Foliage Season is Upon Us...
By Will Baker
|Autumn is a special time
in the mountains and valleys of Vermont, and I suspect in the spirits of most of the
people here. The leaves are already changing color, and some of the more sheltered
locations have already experienced frost. And in the mornings now, clouds lay low in the
mountain valleys until the sunshine burns them off. It has been a dry growing season, yet
the corn is high and the apple trees hang low, laden with fruit. But based on a chat that
I had recently with a farmer friend of mine, I know that because of the lack of rain there
had been at least one less cutting of hay this year that normally would have occurred. But
that is okay. The harvest approaches: a time of plenty.
Without fail, every autumn I experience a sense of restlessness. Yet it is a different sort of feeling compared to that which I experience nearly every spring, when after months of winter darkness life bursts forth, taking me with it. No, the feeling I have each fall is one of needing to prepare for the onset of winter, and to a lesser degree, wanderlust. And what a marvelous place in which to experience this; the countryside fairly pulses with activity, human and animal. Although the autumnal equinox is a couple of weeks away, it is autumn in Vermont.
"Foliage Season" is nearly upon us. This is the time of year when the Green Mountains transform themselves in a spectacular display of colors. There was some talk that this year, due to the lack of normal rainfall, the colors might not be as impressive as during a normal year. However this does not seem to be the case. On my way into the office this morning I observed lovely mountain views: reds, yellows, and oranges all golden. Natures pallet will not disappoint us this year. And that is a good thing. Tens of thousands of people will visit Vermont on their annual pilgrimage to enjoy this show. Many of these folks return year after year, staying in the same inns that they discovered years ago. It seems to me that for these folks this Vermont experience might be a healing one, a time to break away from their routines and to refresh their hearts as they bask in the beauty that is all about them. Therefore I am glad that this year their annual autumn rite will not be less than what they had hoped for.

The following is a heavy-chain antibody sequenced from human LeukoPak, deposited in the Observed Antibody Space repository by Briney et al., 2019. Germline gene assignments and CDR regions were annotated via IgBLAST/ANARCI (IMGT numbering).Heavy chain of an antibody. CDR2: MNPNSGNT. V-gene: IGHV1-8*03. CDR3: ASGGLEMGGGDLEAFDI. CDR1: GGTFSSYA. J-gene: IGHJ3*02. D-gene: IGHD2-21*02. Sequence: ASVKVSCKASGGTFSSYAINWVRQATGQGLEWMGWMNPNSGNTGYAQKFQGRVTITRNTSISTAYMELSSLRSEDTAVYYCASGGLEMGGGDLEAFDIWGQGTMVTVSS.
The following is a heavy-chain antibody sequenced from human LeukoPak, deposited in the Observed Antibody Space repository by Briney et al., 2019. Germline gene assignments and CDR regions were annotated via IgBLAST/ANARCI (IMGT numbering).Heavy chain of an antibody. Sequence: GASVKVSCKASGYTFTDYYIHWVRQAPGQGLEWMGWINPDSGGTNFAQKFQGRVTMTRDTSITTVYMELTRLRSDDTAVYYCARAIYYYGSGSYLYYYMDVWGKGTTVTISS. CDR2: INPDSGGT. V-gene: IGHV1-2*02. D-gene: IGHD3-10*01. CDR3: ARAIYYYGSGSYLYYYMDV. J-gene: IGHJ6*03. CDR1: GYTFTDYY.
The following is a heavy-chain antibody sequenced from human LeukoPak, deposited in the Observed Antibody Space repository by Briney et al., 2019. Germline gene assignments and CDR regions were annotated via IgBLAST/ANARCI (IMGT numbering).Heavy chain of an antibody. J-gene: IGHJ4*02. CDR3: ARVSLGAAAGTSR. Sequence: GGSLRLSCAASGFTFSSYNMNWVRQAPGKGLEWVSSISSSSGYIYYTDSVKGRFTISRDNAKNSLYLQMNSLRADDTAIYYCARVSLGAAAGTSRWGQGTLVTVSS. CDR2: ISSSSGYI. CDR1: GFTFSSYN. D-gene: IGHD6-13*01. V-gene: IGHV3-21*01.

Of course the local folks will enjoy the foliage as well, and feel blest to have it as a part of their normal routines. For a few weeks, folks having to commute will have their time in the car transformed into something that they can look forward to. And the farmers and trades-people that work outdoors will experience a similar change of perspective. There is no getting around it. When confronted by such natural beauty one does not come away unchanged.
During this time of year outdoor recreation takes on a whole new dimension. The mornings more often than not have a chill in the air. And although the daytime temperatures might approach eighty degrees, once the sun sets, a jacket is usually required. I look forward to late afternoon sails on the lake, surrounded by a broad expanse of fresh water, and mountains ablaze with color. Hiking, biking or really any outdoor activity seems to be enhanced by the added beauty and change in weather. This activity also provides some relief for the pensive restlessness that I feel every autumn.
Autumn in Vermont is all about getting things done and then waiting for winter. Be it the animals of the woodland, the farmers in the valleys or folks that drive off somewhere everyday to do their work. Winters here are long, cold and snowy. The summers are short, but very sweet, and much needs to be done before the snow falls. Some of the animals, such as bears, stay busy fattening themselves up for their long winters sleep. While others, such as the migratory birds prepare for their journeys. And others still busy themselves storing food for the winter. These animals have their human counterparts. Vermont hosts many folks who live here on a seasonal basis. And for these folks, autumn is their time to say good-bye. The farmers are like the beavers and squirrels, as they busily harvest and store away food. And the rest of us folks are busy around our homes. Now that summer is over we have a brief period to fill our pantries, make repairs and then wait for the snow.
Yes, this is a bittersweet time. We have fond memories of the summer just past, and we are blessed with beauty all around us. But we know that we are running out of time to get the things done that must get done. There is quiet beauty say, in new fallen snow or on a still, frozen lake. But that will come in due course. Everything has a season dont you know.